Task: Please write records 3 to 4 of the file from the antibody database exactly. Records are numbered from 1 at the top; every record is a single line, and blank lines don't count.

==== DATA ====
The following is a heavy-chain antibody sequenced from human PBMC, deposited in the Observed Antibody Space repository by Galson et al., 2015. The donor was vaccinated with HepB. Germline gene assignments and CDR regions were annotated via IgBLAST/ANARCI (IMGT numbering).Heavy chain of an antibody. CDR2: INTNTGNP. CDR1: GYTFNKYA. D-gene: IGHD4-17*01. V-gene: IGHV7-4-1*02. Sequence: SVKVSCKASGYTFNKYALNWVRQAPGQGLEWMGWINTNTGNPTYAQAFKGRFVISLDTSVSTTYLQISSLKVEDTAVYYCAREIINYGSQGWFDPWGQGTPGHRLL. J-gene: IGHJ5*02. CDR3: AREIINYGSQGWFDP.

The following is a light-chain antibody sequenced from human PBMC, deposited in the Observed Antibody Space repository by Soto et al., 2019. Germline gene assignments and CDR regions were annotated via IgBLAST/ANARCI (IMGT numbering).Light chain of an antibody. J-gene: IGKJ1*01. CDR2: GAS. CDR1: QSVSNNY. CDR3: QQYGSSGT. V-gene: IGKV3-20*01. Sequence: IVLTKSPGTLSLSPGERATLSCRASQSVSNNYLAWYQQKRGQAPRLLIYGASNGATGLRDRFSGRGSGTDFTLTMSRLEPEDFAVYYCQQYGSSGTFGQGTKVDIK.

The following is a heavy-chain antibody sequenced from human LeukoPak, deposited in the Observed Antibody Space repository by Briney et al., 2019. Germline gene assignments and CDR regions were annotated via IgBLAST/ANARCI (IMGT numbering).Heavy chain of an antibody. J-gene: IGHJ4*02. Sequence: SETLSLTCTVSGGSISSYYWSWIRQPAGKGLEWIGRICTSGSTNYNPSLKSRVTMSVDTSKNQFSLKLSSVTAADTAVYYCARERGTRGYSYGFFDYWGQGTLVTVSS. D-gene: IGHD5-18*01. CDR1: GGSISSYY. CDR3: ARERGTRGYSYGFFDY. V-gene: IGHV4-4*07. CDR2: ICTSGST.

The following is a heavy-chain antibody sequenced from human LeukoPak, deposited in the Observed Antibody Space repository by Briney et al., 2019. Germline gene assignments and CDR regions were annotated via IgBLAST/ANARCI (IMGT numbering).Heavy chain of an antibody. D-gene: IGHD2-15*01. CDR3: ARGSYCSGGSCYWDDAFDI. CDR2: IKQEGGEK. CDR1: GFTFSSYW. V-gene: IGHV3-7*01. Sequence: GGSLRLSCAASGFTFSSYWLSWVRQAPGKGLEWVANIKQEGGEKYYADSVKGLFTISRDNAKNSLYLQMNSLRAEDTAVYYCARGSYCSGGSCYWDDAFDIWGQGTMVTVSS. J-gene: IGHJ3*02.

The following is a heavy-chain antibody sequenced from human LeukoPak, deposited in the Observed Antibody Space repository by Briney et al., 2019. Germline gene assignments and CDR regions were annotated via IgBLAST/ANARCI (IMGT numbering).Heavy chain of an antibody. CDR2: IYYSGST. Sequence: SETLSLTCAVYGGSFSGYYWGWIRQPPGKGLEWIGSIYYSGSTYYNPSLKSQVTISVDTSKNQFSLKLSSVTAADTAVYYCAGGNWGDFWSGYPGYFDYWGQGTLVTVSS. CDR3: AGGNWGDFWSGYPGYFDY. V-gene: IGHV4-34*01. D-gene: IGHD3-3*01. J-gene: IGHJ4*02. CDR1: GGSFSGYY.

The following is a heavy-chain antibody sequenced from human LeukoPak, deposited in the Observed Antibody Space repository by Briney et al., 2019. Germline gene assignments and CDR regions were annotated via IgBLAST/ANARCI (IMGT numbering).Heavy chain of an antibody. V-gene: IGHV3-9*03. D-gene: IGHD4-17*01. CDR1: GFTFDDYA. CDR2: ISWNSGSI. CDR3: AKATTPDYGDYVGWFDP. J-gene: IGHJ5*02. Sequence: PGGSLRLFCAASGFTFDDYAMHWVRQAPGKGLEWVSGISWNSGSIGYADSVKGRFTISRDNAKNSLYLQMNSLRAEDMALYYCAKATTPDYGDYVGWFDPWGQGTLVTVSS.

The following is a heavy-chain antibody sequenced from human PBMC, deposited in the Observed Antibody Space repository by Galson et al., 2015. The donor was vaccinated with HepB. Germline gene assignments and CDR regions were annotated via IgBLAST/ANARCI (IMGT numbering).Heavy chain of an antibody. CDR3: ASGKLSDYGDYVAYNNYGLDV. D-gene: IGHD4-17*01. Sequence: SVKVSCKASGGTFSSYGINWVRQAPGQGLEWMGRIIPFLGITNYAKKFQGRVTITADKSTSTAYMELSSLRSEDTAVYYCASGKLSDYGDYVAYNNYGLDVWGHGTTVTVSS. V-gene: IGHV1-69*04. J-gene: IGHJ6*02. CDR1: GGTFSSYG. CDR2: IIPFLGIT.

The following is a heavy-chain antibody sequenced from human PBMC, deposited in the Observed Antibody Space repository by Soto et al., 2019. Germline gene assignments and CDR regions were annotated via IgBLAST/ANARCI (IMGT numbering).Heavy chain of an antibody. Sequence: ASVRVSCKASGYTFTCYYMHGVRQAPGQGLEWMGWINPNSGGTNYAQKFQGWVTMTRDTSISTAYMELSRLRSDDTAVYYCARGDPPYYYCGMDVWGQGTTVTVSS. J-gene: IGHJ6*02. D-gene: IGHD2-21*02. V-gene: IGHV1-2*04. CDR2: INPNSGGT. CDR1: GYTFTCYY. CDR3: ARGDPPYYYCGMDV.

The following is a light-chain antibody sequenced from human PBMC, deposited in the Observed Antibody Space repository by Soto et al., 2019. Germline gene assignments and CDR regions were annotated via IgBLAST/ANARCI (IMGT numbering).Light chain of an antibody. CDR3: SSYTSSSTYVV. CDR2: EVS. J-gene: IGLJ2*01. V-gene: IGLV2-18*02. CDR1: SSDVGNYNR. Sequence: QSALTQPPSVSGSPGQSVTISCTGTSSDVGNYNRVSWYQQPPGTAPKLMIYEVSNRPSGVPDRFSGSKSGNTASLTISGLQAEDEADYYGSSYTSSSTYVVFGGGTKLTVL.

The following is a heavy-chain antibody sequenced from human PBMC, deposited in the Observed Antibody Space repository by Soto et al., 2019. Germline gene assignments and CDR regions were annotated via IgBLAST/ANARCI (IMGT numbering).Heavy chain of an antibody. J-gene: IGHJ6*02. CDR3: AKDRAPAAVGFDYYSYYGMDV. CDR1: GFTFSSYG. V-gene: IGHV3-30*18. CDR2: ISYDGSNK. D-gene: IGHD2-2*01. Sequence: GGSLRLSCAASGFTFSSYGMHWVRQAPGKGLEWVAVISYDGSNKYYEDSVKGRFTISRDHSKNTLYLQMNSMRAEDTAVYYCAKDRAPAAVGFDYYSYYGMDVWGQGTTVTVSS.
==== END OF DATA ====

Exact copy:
The following is a heavy-chain antibody sequenced from human LeukoPak, deposited in the Observed Antibody Space repository by Briney et al., 2019. Germline gene assignments and CDR regions were annotated via IgBLAST/ANARCI (IMGT numbering).Heavy chain of an antibody. J-gene: IGHJ4*02. Sequence: SETLSLTCTVSGGSISSYYWSWIRQPAGKGLEWIGRICTSGSTNYNPSLKSRVTMSVDTSKNQFSLKLSSVTAADTAVYYCARERGTRGYSYGFFDYWGQGTLVTVSS. D-gene: IGHD5-18*01. CDR1: GGSISSYY. CDR3: ARERGTRGYSYGFFDY. V-gene: IGHV4-4*07. CDR2: ICTSGST.

The following is a heavy-chain antibody sequenced from human LeukoPak, deposited in the Observed Antibody Space repository by Briney et al., 2019. Germline gene assignments and CDR regions were annotated via IgBLAST/ANARCI (IMGT numbering).Heavy chain of an antibody. D-gene: IGHD2-15*01. CDR3: ARGSYCSGGSCYWDDAFDI. CDR2: IKQEGGEK. CDR1: GFTFSSYW. V-gene: IGHV3-7*01. Sequence: GGSLRLSCAASGFTFSSYWLSWVRQAPGKGLEWVANIKQEGGEKYYADSVKGLFTISRDNAKNSLYLQMNSLRAEDTAVYYCARGSYCSGGSCYWDDAFDIWGQGTMVTVSS. J-gene: IGHJ3*02.